The German Günther Tessmann was one of the first to seriously study the Fang, resulting in his magnus opus Die Pangwe from 1913. Although he was not a trained anthropologist, he nevertheless may be considered one of the pioneers of ethnographic field research. The Museum of Lübeck recently has digitalized his handwritten memoirs. You can read them here – especially band 2 and 3 are of interest; they are of course written in German. More bands are following later this year, read more about the project here. All the objects that Tessmann donated to the Ethnological Collections of the City of Lübeck unfortunately still aren’t available online.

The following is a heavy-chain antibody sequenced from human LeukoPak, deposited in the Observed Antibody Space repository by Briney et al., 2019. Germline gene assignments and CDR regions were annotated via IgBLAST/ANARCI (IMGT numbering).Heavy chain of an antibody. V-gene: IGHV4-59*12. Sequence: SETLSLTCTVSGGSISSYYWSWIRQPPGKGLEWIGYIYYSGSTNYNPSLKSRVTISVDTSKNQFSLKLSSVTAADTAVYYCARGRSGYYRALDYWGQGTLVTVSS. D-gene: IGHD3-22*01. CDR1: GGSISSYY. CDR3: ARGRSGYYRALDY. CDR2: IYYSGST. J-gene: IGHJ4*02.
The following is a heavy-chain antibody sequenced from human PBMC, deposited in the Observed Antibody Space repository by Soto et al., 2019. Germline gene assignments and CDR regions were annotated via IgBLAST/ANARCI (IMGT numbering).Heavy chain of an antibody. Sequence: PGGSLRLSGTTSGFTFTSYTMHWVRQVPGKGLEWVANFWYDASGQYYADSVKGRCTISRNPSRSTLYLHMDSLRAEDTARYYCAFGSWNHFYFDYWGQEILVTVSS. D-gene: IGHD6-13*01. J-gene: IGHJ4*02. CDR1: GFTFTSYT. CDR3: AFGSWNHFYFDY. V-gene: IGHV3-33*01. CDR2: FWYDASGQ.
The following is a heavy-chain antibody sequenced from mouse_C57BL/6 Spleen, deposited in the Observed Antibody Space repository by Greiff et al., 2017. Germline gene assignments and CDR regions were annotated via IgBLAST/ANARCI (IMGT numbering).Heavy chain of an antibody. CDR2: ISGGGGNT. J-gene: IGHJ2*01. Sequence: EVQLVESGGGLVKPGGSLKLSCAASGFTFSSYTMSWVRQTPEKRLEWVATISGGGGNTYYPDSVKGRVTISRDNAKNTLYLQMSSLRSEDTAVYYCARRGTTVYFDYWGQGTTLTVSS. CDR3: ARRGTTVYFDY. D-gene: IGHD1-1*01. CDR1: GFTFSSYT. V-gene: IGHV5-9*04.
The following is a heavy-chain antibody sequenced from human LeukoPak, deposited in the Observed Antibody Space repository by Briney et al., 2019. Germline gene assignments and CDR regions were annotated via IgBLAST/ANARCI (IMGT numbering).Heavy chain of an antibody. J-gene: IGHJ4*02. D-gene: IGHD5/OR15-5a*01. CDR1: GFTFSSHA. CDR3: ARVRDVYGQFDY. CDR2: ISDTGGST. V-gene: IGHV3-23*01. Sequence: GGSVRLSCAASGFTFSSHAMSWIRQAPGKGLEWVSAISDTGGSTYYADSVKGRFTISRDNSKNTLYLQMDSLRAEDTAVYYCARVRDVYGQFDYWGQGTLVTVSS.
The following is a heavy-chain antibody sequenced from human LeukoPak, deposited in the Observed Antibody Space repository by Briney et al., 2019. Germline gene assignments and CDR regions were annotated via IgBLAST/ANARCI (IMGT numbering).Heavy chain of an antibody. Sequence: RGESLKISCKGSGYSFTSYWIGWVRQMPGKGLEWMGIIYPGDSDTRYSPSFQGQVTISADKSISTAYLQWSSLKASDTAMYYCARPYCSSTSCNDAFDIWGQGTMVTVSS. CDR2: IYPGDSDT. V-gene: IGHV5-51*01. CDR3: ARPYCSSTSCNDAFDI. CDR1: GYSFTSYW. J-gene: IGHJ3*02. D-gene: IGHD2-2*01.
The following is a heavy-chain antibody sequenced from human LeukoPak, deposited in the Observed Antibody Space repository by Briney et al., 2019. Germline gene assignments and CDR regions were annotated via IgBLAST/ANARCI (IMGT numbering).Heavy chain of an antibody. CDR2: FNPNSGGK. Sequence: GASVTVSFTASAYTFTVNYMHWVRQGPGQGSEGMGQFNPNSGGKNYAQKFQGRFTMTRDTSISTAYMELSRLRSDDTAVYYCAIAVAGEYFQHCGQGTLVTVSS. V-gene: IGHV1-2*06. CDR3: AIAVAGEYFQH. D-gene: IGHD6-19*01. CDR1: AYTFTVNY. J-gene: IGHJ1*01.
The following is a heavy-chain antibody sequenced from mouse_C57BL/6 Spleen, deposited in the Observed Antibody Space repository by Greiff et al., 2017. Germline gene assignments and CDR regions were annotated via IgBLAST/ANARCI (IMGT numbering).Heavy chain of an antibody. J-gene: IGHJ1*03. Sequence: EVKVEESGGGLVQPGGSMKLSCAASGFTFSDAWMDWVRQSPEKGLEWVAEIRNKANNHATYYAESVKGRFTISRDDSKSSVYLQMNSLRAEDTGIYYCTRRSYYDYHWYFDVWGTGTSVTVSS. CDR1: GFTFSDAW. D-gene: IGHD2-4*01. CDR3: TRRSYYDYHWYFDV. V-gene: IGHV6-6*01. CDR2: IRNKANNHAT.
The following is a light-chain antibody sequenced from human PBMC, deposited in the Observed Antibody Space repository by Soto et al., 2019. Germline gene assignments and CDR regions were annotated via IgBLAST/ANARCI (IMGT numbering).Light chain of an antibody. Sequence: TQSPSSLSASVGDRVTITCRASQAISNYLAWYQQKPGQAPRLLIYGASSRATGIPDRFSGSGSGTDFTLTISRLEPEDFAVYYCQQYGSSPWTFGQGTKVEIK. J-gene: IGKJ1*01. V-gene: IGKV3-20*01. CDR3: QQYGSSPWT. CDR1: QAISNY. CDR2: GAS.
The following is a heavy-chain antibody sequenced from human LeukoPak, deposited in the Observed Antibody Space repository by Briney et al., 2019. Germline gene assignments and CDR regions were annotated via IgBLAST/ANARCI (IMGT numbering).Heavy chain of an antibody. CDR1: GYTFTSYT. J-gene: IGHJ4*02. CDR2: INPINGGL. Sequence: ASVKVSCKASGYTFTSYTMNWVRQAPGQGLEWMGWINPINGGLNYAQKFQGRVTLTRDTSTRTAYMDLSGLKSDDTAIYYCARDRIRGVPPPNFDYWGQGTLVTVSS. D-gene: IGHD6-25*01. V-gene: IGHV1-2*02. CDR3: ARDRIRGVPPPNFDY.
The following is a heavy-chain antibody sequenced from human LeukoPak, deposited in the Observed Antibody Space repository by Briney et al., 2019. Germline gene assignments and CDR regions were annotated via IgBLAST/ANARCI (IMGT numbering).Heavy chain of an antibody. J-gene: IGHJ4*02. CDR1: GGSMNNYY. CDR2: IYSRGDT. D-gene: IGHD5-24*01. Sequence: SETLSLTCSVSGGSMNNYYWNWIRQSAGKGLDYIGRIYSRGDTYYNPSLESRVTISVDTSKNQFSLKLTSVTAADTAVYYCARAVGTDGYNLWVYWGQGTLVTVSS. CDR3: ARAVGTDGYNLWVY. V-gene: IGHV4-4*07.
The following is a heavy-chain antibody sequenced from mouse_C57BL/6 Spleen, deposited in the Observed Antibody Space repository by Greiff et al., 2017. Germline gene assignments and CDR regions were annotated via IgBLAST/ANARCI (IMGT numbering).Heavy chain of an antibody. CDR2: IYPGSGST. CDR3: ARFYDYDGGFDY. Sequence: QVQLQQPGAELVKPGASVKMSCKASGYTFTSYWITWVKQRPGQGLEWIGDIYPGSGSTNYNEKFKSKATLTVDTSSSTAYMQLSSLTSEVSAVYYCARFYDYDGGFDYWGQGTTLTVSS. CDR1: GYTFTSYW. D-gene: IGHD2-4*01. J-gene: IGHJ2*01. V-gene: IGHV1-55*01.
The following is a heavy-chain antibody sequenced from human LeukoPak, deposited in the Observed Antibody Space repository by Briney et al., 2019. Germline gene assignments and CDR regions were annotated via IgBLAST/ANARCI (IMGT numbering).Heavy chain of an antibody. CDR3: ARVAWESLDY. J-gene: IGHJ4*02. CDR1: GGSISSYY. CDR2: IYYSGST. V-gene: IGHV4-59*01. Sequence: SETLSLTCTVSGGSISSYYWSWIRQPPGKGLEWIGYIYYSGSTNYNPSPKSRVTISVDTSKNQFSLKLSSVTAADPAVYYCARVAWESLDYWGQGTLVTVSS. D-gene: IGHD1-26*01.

Günter Tessmann was born in Lübeck in 1884. After finishing school he did an apprenticeship on tropical gardening at the colonial school in Witzenhausen. Eventually Tessman went to Cameron and Spanish-Guinea (now: Equatorial Guinea), where he did botanical and zoological research. Moreover, Tessman developed a growing interest in Anthropology and began to collect ethnographic material and data. Between 1907 and 1909 Tessman conducted field research in Cameron and Spanish-Guinea on behalf of his hometown Lübeck, to which he donated his complete ethnographic collection (now: Ethnological Collection of the City of Lübeck). Tessmann furthermore published a two-volume monograph on the Pangwe (Fang) people in 1913, including many aspects of their culture, history, religion and arts. Due to the success of his work, he started another field research the same year, this time in Eastern Cameron on behalf of the German Colonial Department. Due to the difficult circumstances during World War I Tessmann had to interrupt his field work several times. After 1918 he more and more shifted his focus on South America. Between 1921 and 1926 he did a number of researches on the ethnic groups in Peru. After his return to Germany completed his doctorate in 1928. In 1923 Tessman had published another monograph, this time on the Bubi people. This publications was followed by his work on the different people and languages of Cameron in 1932, his monograph on the Bafia in 1934 and his two-volume monograph on the Baja people in 1934/37. Tessmann´s intense long term stationary field work was at high standard for his time. After the Nazi regime banned him from teaching at the university in Halle, Tessmann migrated to Brazil in 1936. There he worked as a botanist at the Museu Paranaense and the Instituto de Biologia in Curitiba. Tessmann retired in 1958. Günter Tessmann died in Curibita in 1969.